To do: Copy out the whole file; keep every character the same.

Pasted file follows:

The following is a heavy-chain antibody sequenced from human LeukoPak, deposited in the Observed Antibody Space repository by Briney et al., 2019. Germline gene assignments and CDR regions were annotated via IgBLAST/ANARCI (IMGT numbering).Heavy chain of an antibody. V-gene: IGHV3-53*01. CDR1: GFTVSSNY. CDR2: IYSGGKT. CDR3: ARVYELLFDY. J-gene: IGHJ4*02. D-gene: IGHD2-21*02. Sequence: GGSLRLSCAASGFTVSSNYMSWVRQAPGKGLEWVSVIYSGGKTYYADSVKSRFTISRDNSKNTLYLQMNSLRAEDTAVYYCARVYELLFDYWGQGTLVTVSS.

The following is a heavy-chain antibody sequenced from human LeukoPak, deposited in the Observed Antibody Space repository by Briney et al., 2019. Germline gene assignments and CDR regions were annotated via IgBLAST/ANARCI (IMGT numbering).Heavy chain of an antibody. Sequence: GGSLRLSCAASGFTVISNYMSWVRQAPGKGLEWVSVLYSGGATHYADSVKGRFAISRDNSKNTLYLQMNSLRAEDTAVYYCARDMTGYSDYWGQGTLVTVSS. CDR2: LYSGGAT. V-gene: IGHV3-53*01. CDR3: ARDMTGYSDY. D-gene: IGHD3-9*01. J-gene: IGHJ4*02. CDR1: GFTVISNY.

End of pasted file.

The following is a heavy-chain antibody sequenced from human LeukoPak, deposited in the Observed Antibody Space repository by Briney et al., 2019. Germline gene assignments and CDR regions were annotated via IgBLAST/ANARCI (IMGT numbering).Heavy chain of an antibody. V-gene: IGHV3-53*01. CDR1: GFTVSSNY. CDR2: IYSGGKT. CDR3: ARVYELLFDY. J-gene: IGHJ4*02. D-gene: IGHD2-21*02. Sequence: GGSLRLSCAASGFTVSSNYMSWVRQAPGKGLEWVSVIYSGGKTYYADSVKSRFTISRDNSKNTLYLQMNSLRAEDTAVYYCARVYELLFDYWGQGTLVTVSS.

The following is a heavy-chain antibody sequenced from human LeukoPak, deposited in the Observed Antibody Space repository by Briney et al., 2019. Germline gene assignments and CDR regions were annotated via IgBLAST/ANARCI (IMGT numbering).Heavy chain of an antibody. Sequence: GGSLRLSCAASGFTVISNYMSWVRQAPGKGLEWVSVLYSGGATHYADSVKGRFAISRDNSKNTLYLQMNSLRAEDTAVYYCARDMTGYSDYWGQGTLVTVSS. CDR2: LYSGGAT. V-gene: IGHV3-53*01. CDR3: ARDMTGYSDY. D-gene: IGHD3-9*01. J-gene: IGHJ4*02. CDR1: GFTVISNY.